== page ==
When I took up my first job in London in 1985 a colleague brought in the just published book ’Cult Objects’ by Deyan Sudjic which looked at how certain mass produced designed objects had become cultural icons that gave their owners a special status. These simple well designed objects gave a thinly coded message that marked out those who possessed and used them as fashionable, discerning, modern, educated etc. The list included Ray-Ban sunglasses, the Braun ET 22 pocket calculator, the Swiss Army pen knife, the Polaroid camera, the Filofax personal organiser and so on. We had a lot of fun deciding which ‘poseur’ amongst us owned the most of them (it was the guy who bought the book). The point of the book was to address the tricky question of what constitutes good design and what value it has.
Design Museum Atrium
Design Museum Atrium
Deyan Sudjic is nowadays the director of the Design Museum in London which recently reopened in its new home in the former Commonwealth Institute building at the edge of Holland Park in Kensington. We visited a few weeks ago to take a look.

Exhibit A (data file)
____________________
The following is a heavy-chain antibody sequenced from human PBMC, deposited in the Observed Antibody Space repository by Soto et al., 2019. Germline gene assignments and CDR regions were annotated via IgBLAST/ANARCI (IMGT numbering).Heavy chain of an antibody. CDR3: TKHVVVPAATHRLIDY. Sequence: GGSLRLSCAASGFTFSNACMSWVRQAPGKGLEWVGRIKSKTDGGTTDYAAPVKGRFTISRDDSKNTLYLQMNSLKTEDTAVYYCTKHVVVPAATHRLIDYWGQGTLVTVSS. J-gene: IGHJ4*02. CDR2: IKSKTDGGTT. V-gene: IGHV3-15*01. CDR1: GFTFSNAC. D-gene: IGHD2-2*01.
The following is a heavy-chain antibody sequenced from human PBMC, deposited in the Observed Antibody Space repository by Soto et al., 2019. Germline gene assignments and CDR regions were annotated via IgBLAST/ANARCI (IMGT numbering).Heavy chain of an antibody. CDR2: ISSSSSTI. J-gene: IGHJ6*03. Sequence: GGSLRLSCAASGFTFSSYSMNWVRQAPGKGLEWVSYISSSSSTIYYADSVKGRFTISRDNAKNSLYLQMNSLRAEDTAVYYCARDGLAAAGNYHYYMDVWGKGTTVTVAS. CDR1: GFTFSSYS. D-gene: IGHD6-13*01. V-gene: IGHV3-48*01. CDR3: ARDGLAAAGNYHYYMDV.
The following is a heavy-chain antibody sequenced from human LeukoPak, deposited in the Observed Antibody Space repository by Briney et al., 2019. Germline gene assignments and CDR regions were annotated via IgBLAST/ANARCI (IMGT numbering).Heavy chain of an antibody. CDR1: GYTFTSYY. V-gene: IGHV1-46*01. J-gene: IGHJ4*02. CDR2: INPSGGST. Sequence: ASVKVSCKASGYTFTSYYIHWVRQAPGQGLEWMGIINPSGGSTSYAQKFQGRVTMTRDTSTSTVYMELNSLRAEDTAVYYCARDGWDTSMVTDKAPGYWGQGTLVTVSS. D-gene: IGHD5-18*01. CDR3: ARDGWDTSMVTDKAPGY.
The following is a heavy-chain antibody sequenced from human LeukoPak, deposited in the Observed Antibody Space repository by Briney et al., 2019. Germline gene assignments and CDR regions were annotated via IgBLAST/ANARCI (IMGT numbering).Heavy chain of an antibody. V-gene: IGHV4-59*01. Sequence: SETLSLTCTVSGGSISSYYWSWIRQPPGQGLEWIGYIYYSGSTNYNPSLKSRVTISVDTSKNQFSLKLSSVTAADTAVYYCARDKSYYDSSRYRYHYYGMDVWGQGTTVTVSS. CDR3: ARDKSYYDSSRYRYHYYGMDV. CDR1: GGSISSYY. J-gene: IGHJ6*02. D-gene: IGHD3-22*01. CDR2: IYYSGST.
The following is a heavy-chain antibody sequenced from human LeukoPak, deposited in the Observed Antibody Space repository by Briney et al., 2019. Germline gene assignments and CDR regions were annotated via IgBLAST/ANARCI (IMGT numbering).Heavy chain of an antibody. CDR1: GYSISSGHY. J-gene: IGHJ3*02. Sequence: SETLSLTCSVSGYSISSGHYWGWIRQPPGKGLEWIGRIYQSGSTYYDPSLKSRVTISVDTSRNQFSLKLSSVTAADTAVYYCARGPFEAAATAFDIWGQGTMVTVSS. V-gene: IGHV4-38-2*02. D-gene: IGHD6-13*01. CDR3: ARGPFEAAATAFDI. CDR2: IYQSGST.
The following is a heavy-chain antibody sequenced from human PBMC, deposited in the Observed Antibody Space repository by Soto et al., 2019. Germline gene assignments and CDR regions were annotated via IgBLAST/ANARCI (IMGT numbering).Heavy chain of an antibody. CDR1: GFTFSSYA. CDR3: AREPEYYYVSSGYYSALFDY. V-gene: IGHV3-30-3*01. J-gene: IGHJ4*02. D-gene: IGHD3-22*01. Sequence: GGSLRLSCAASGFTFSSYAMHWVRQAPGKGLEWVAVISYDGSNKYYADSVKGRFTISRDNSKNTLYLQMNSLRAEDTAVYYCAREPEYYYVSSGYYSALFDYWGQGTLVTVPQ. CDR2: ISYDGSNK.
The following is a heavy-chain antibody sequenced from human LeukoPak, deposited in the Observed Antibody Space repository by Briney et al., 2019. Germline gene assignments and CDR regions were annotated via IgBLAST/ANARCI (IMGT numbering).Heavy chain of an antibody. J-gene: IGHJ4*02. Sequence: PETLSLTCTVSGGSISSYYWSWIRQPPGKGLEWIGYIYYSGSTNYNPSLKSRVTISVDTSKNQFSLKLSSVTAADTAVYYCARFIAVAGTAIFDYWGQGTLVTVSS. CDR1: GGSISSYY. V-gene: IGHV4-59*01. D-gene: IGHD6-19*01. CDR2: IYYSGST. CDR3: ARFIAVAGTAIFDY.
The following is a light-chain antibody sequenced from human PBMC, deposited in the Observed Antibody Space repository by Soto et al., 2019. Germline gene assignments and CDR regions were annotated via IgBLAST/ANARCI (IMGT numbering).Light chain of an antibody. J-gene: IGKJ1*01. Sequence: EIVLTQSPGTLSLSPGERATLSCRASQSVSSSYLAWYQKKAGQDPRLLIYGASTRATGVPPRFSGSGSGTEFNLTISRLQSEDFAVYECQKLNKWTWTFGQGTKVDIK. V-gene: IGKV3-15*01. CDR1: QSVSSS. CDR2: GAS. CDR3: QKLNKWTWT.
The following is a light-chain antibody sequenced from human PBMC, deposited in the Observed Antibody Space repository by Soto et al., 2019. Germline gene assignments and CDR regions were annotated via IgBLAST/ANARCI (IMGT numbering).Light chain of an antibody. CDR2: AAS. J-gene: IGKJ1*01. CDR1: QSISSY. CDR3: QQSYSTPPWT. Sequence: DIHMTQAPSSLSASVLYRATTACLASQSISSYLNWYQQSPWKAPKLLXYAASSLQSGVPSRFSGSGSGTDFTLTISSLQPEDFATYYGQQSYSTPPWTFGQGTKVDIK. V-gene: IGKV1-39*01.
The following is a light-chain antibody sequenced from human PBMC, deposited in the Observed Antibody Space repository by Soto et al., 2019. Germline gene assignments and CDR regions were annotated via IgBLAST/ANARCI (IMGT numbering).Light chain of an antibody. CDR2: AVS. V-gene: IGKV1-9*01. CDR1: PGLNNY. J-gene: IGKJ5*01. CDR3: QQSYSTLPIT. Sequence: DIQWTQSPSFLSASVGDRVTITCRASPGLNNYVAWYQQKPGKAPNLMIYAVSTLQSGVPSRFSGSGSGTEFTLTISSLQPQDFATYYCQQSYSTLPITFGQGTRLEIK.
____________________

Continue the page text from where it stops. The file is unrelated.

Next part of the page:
The Commonwealth Institute building was always a seriously weird building only redeemed by its unusual hyperbolic paraboloid roof (think of the shape of a Pringle crisp). The roof was presumably originally conceived as a metaphorical ‘big tent’ to house an exhibition about the Commonwealth nations. The same roof now serves as a metaphorical ‘big tent’ to house the broad church that is ‘design’. The building is laid out with a central atrium with spaces around it – permanent and temporary exhibition spaces, learning and event spaces, a members space, designer residency studios, a café, a restaurant and a shop. The architectural detail is very crisp making the building itself the star of the show and an exemplary example of sustainable design in the form of adaptive reuse.
Design Museum Designer / Maker / User Exhibition
Design Museum Atrium